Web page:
AALS President’s Message, Abolish the Academic Caste System, by Darby Dickerson (Dean, UIC John Marshall Law School):
The theme for my presidential year is “The Power of Words.” During my January 2020 presidential address, I emphasized three words—“caste,” “candor,” and “change”—and for each word, I posed a challenge to the legal academy. This final column addresses “caste” and calls on the academy to abolish the caste system present in most law schools.
In 2002, then-Dean Kent Syverud published “The Caste System and Best Practices in Legal Education.” Syverud explained that most American law schools include seven castes, listed from highest to lowest:
- Tenured and tenure-track faculty
- Clinical faculty
- Legal Writing Faculty
- Law librarians
- Adjunct faculty
He observed that because some of the best practices were identified with some of the lower castes, those in higher castes were reluctant to adopt them. He also observed that those in the lower castes often suffer from lower salaries, lack of security of position, and lack of respect.
Any caste system is insidious. But most, if not all, law schools have them. In many schools, the caste system means that many individuals are not recognized appropriately or compensated fairly for their contributions. At some schools, non-tenure-track (NTT) faculty carry a disproportionate share of the teaching and service loads so that others can focus on research. ...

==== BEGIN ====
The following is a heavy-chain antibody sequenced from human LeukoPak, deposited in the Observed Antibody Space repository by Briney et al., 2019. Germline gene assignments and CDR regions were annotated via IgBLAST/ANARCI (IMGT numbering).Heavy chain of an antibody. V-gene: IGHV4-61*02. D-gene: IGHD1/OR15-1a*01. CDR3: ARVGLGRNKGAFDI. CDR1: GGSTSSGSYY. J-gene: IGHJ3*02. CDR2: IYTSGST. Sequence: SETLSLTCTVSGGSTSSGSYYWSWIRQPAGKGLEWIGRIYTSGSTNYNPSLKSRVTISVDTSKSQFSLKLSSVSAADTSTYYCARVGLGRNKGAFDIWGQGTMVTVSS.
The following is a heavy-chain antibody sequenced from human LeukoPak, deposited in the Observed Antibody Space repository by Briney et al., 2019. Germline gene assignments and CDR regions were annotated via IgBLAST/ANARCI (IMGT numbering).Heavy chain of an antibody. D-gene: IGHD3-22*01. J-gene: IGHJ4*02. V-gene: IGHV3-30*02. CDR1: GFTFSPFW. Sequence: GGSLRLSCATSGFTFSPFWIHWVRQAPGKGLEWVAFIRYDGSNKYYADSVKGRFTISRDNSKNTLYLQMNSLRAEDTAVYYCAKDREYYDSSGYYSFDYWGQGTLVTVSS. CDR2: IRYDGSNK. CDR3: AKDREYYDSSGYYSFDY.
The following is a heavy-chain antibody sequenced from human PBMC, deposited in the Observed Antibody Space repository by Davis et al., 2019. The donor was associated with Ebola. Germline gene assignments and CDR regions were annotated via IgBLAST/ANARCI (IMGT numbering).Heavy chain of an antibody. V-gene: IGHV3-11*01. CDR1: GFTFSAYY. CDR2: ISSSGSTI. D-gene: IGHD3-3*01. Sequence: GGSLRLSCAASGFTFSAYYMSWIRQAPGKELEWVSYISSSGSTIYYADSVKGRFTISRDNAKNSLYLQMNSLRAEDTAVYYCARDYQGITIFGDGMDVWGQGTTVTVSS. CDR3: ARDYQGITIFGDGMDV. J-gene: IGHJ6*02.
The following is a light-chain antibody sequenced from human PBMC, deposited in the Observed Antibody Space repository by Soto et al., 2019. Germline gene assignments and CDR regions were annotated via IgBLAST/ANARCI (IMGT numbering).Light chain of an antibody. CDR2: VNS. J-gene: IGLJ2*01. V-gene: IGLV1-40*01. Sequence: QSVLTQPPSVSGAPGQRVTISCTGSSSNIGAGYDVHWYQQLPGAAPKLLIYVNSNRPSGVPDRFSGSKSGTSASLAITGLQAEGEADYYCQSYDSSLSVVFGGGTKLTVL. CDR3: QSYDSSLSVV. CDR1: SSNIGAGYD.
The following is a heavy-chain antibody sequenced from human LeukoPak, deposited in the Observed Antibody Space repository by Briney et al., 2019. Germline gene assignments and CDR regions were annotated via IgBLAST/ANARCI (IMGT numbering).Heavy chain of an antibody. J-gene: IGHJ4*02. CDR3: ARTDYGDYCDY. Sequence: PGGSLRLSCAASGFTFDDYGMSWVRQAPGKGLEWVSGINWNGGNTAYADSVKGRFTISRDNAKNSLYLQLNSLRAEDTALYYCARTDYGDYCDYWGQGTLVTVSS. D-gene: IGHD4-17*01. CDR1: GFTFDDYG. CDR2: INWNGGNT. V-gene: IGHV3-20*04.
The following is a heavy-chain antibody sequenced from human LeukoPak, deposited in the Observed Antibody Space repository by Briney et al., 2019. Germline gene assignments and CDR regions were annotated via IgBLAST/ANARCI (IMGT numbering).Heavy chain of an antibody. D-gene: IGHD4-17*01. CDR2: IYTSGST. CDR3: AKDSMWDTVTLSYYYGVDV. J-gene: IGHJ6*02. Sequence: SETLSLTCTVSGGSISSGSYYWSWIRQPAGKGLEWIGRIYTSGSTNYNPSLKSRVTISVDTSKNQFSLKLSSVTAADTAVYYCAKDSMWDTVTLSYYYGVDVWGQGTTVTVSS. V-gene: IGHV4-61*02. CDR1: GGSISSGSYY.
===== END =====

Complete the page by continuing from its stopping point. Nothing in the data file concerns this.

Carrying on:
We need to eliminate the caste system—a system meant to divide—from legal education. We need to recognize the similarities in and value of the work we all perform and appreciate, not denigrate, the differences. Raising some up does not diminish the work of others. Instead, it improves the whole of legal education. Because I’ve worked at three schools that have made significant progress in improving status for legal writing professionals, clinicians, academic support specialists, librarians, and staff, I know that abolishing the caste system is both a realistic call for action and one that will benefit our students and the legal profession.
Below are three concrete ideas for law schools and two pieces of advice for those in NTT positions about how we might take steps to abolish the caste system.
Brian Leiter (Chicago), It's a Good Thing the President of the AALS Doesn't Really Matter to Legal Education . . .:
[T]here is much that Dean Dickerson says that is sensible and decent, and it's shocking to learn, e.g., that some doctrinal faculty do not treat their clinical or legal writing colleagues with appropriate respect and courtesy. So, too, greater job security is a good in any line of work, academic or otherwise; no doubt so many academic or "doctrinal" faculty enjoy it only because the ABA mandates it.
But to refer to the existence of different jobs and positions, with different qualifications and expectations, as a "caste" system is just a rhetorical trick, harnessing the pejorative connotation of "caste" to raise doubts about a system of differing qualifications, expectations and authority.